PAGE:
I'm still digging out from the firehose of information that poured in when I was on vacation a few weeks ago, but this is one I thought was worth sharing. From a story that appeared on Boston.com (see here).
I remember my mother-in-law's final year of life. Joan pursued aggressive treatments for her cancer with a great deal of poise, grace and dignity. But as the disease progressed, The Question loomed. Is it time for hospice? Is it time to give up?
Hospice and palliative care are often viewed as beyond the measures of last resort. When all hope is gone, then it's time to give in to it, to succumb. To die.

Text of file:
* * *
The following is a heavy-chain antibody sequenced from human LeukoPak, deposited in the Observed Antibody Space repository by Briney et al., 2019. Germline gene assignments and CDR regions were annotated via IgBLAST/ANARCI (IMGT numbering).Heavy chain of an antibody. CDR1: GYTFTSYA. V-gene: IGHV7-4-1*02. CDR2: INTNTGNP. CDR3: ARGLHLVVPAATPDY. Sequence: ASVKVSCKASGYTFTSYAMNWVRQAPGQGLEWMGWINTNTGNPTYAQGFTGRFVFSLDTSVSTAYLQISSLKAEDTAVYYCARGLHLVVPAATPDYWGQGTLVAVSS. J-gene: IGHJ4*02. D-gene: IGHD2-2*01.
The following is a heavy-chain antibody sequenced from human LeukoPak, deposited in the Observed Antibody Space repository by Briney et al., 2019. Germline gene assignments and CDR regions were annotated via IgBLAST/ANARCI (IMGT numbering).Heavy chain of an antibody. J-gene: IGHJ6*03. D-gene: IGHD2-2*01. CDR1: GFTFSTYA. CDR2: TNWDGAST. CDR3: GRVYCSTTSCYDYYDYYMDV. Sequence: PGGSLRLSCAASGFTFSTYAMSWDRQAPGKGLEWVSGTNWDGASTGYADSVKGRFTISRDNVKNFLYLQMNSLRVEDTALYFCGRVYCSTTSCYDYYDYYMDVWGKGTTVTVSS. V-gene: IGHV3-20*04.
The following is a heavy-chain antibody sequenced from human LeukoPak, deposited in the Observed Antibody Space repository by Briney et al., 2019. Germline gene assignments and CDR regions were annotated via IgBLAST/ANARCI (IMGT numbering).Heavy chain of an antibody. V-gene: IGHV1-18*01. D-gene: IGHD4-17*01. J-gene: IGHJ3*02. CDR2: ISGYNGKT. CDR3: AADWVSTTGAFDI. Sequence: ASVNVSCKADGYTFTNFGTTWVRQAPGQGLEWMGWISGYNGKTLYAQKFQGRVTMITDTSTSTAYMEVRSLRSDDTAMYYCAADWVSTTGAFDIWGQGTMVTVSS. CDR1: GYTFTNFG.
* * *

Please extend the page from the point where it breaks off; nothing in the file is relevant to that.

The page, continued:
But a recent study conducted at Massachusetts General Hospital suggested otherwise. From the piece:
Researchers from the Boston hospital are reporting today, however, that patients with advanced lung cancer who started palliative care soon after diagnosis not only suffered less, they lived almost three months longer than patients not provided these services. And that longer survival came even though the palliative care patients were less inclined to opt for aggressive end-of-life care.Though these results are yet to be replicated elsewhere, it's important to note that comfort and compassion can bring hope, not signal its loss.